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Experts See Construction Costs, Loan Market At Risk For Recession

The economy is vulnerable to a variety of shocks that could lead to the next recession. But which will it be? Labor, the cousin of the CMBS market and global warming are among the candidates, panelists at a Bisnow event said last week.

Noble Investment Executive Vice President Adi Bhoopathy leading off a discussion about the state of the economy

“There's a sense of yes, it's coming, but it seems like a gradual slowdown rather than a crashing halt, like past cycles,” Noble Investment Executive Vice President Adi Bhoopathy said.

Bhoopathy was part of a panel lineup of capital market experts during Bisnow's Atlanta Capital Markets and Opportunity Zones event March 19, where discussions ranged from signs of the next recession to current appetites of investors to possible changes in future opportunity zone borders.

Few expect the next downturn to be anything as dramatic as the Great Recession, when a subprime mortgage market crash caused banks to fail, the national gross domestic product to drop 4.3% and unemployment to spike to 10%. But, outside of "black swans" and other ignitions that are impossible to predict, there are current risks to the overall economy that could lead to economic contraction.

Preferred Apartment Communities Chief Financial Officer John Isakson is concerned that a shortage of labor will derail the economy.

“What that landing is going to look like and when it's going to come, in our opinion, is a lot more dependent on the labor picture,” Isakson said.


During the past two years, the U.S. economy has added more than 200,000 jobs a month, plunging the jobless rate to its lowest in five decades. Job growth is finally leading to at least modest wage growth. Last year, wages increased 1.5% globally. This year, they are projected to increase by another 1%.

Isakson said he would like to see another up to 60 months of wage growth. But if wage and labor participation stall, so could economic growth, he said.

Money360 President Gary Bechtel raised alarms about the growing collateralized loan obligation market. Similar to CMBS, CLOs are a single security often made up of hundreds of corporate loans that generally have low credit ratings. A CLO investor assumes the risk of default on the loans while generally taking higher-than-average returns.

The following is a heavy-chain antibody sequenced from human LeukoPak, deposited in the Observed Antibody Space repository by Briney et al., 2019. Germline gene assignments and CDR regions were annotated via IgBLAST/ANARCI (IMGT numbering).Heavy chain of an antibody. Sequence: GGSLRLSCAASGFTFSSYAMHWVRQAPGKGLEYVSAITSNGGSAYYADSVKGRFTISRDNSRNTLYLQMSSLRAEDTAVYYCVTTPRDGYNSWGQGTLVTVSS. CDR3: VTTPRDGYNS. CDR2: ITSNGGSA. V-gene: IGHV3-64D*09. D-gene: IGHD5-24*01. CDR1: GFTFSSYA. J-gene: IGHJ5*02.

Bechtel said the CLO market is largely unregulated, and has grown fast in recent years, raising his fears that any blip in the economy could spur on a correction in the sector that cause disastrous ripple effects. Bechtel said he is concerned about some of the loan assumptions being made in some CLO loans, particularly lending to real estate projects.

Money360 President Gary Bechtel

More than $120B in CLOs were raised last year, setting a pace for one of the highest years on record, according to Bloomberg. Most of the loans underlying CLOs have floating rates. 

“We have absolutely seen … hundreds of new lenders coming into this market,” Bechtel said.

Patterson Real Estate Advisory Group founder Lance Patterson said when it comes to office buildings, rising construction costs are forcing developers to raise rent expectations on their buildings, which in reality may not be possible in Atlanta. Today, a developer needs to underwrite $50/SF in rents to justify an office building, Patterson said.

While many developers maintain confidence in achieving that number, only a small handful in Metro Atlanta actually have.

“I hope they get $60 rents, I'm rooting for everyone right now,” Patterson said. "But to me, that's a huge issue."

Construction costs are also going to be affected by climate change, especially when it comes to rebuilding after natural disasters precipitated by a warming planet, TriStar founder Margaret Stagmeier said.

Last year, the U.S. government released an alarming report — based on the assessment of more than 100 scientists from a host of U.S. agencies, including NASA, the State Department, and the departments of commerce, defense, agriculture and energy — that concluded that global warming is real and already impacting communities across the country.

Between $66B and $106B worth of real estate will be below sea level by 2050, the report found, and $238B to $507B will be below the rising level by 2100. Within an eighth of a mile of a U.S. coastline lies $1.4 trillion worth of businesses and homes.

“I would say global warming is having an impact that people aren't noticing,” Stagmeier said. “The commodity prices for materials is really having an impact.”

Despite the concerns — made even more apparent by recent signs that the U.S. could be heading into a recession — Patterson said lenders continue to be much more disciplined, and there is plenty of equity seeking projects in which to invest.

“Nobody's doing stupid deals, and that's great,” he said. “If you have a good deal, good sponsor, it works. You get a lot of interest in it.”